December 8, 2014

Online pub

Filed under: Egypt, Online publications — acagle @ 4:37 pm

Via EEF:

Andelkovic, B. 2014. The Molding Power of Ideology: Political
Transformations of Predynastic Egypt. Issues in Ethnology and
Anthropology (Belgrade) n.s. 9/3: 713-722.

Abstract: Ideological ‘patterns of continuity’, archaeologically
perceivable as early as Naqada I, that constitute the most
distinctive hallmarks of nascent Egyptian civilization, are, to
a great extent, defined by the concept of Divine Ruler, as a
charismatic amalgam of sacral authority, ideological values,
economic and military power. Divine Kingship, ‘presiding over
everything’, seems to be a key ideological issue in the rapid
political transformation of Predynastic Egypt. A cyclic ’sense
of order’ promulgated by annual Nile flooding, and underlying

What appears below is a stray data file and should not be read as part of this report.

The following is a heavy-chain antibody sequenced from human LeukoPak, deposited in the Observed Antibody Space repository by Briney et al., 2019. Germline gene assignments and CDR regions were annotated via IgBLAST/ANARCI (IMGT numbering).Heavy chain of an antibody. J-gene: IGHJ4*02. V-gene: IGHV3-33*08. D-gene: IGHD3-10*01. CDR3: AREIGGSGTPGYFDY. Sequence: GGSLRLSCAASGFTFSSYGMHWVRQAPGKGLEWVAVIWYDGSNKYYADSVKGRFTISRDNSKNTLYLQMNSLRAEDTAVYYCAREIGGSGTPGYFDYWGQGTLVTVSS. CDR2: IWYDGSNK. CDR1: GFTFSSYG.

conceptualized ‘cosmological relations’, joined with the might
of a victorious ruler and his brandished mace, molded the
Naqadian social tissue of relationships, obligations and behavior,
that in their turn justified warfare to obtain any valued resource,
enhanced territorial expansion, and eventually enabled full political
consolidation. A complex, multi-layered social construct of
display-oriented and power-concerned relations and set of values
clearly distinguished Naqada culture practices and traditions -
both in Upper and from Naqada IIC onwards Lower Egypt – from the
Delta communities with their vanishing lifestyle. The constant
expansion of Naqada culture and its collective identity irreversibly
transformed the political landscape of Predynastic Egypt.

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